Ninth Circuit talks through requirements for Miller resentencing a decade after mandatory LWOP
The Ninth Circuit yesterday issued an interesting opinion faulting a district court for how it limited the evidence it considered and other problems with how it conducted a resentencing of a juvenile murderer given a mandatory LWOP sentence a decade before such a sentences was deemed unconstitutional by the Surpeme Court. Miller fan will want to read US v. Pete, No. 14-103 (9th Cir. April 11, 2016) (available here), in full, and here is how the opinion starts and along with some key passages from the heart of its analysis:
Branden Pete was 16 years old when he committed a crime that resulted in a mandatory sentence of life without the possibility of parole. Later, Miller v. Alabama, 132 S. Ct. 2455 (2012), held unconstitutional for juvenile offenders mandatory terms of life imprisonment without the possibility of parole. On resentencing, the district court refused to appoint a neuropsychological expert pursuant to 18 U.S.C. § 3006A(e) to help Pete develop mitigating evidence.
Our principal question on appeal is whether the district court abused its discretion in declining to appoint such an expert to aid the defense. We conclude that it did, and so remand for appointment of an expert, and for resentencing after considering any expert evidence offered. We also consider, and reject, Pete’s other challenges to his resentencing....
In rejecting the motion to appoint an expert, the district court ... noted that Pete’s upbringing and the circumstances of the crime have not changed, and maintained that because a psychiatric evaluation had been done in 2003, a second evaluation would be “duplicative.” “[I]t is difficult to conceive how,” the district court stated, “the passage of time may impact [the psychiatric] evidence” presented during the pretrial proceedings nearly ten years before. Further, the district court held that the impact of incarceration on Pete “is not the type of mitigating evidence which Miller contemplates.” We disagree with the district court as to all three aspects of its reasoning....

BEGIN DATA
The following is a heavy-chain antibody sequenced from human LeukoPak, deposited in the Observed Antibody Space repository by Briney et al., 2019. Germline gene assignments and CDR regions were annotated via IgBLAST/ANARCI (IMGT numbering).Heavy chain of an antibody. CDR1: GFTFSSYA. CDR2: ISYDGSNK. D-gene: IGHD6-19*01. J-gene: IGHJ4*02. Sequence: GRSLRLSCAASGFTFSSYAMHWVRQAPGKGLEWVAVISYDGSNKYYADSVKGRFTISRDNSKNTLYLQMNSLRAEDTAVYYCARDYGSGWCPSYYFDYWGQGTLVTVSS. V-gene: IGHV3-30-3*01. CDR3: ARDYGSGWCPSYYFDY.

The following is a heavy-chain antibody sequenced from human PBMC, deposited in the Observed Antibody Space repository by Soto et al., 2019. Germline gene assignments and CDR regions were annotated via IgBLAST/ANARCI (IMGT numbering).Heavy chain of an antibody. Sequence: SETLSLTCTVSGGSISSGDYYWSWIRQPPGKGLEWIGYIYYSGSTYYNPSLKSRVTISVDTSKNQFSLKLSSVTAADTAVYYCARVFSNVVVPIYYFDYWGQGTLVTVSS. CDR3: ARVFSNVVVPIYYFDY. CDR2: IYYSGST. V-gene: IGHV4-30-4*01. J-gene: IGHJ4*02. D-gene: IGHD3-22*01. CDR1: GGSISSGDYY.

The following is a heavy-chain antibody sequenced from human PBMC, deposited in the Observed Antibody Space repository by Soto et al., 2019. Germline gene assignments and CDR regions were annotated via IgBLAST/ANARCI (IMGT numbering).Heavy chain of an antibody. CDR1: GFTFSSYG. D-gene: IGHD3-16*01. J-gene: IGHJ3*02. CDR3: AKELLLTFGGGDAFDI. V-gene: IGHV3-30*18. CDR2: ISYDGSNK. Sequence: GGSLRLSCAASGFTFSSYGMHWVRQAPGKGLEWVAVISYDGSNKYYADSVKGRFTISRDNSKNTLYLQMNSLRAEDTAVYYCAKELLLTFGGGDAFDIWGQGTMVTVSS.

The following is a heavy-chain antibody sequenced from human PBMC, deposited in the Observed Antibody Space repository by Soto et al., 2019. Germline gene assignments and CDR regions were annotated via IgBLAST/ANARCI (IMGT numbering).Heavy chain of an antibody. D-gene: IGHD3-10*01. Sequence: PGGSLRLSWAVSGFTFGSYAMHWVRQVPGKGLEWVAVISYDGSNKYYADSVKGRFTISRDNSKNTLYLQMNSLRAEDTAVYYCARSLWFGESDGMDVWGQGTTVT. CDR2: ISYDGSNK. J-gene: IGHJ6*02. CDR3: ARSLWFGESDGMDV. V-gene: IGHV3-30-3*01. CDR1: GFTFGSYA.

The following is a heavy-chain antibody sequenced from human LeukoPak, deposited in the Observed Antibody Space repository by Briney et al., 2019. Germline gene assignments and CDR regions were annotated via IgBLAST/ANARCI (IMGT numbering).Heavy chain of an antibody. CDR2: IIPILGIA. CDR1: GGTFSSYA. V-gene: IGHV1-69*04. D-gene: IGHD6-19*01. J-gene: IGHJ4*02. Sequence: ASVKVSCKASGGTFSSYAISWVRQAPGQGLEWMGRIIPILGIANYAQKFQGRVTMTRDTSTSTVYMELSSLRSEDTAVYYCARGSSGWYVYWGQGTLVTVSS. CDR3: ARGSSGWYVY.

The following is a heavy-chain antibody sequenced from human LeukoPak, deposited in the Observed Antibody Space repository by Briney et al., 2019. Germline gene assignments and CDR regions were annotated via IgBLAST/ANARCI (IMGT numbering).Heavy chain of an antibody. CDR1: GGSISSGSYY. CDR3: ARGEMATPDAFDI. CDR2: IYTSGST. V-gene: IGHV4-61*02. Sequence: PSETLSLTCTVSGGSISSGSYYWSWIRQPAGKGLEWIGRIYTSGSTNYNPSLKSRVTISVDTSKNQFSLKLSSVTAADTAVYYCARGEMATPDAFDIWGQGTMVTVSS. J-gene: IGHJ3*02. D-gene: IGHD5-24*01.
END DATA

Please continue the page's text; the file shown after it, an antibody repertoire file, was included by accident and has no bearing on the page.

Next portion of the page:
When the district court ruled that no expert testimony was “necessary,” it ignored Miller’s reasoning and directives. At the time of resentencing, Pete’s neuropsychological condition had not been evaluated in more than a decade. An updated evaluation could have revealed whether Pete was the same person psychologically and behaviorally as he was when he was 16. Rather than being “duplicative,” as the district court believed, a new evaluation could have shown whether the youthful characteristics that contributed to Pete’s crime had dissipated with time, or whether, instead, Pete is the “rare juvenile offender whose crime reflects irreparable corruption.” Id. at 2469 (citation omitted); see also Montgomery, 136 S. Ct. at 733. Similarly, without current information relating to the policy rationales applicable specifically to juvenile offenders, Pete was hamstrung in arguing for a more lenient sentence.
More specifically, the significant mitigating evidence available to Pete at resentencing, other than his own testimony and that of his lawyer (neither of which the district court credited), would have been information about his current mental state — in particular, whether and to what extent he had changed since committing the offenses as a juvenile. This information was directly related to Pete’s prospects for rehabilitation, including whether he continued to be a danger to the community, and therefore whether the sentence imposed was “sufficient, but not greater than necessary, to comply with the purposes” of sentencing. 18 U.S.C. § 3553(a); see id. (a)(2)(C), (D). Such information is pertinent to determining whether, as Miller indicates is often the case, Pete’s psychological makeup and prospects for behavior control had improved as he matured, with the consequence that his prospects for rehabilitation and the need for incapacitation had changed.
April 12, 2016 in Assessing Graham and its aftermath, Assessing Miller and its aftermath, Offender Characteristics, Procedure and Proof at Sentencing, Purposes of Punishment and Sentencing, Sentences Reconsidered | Permalink | Comments (2)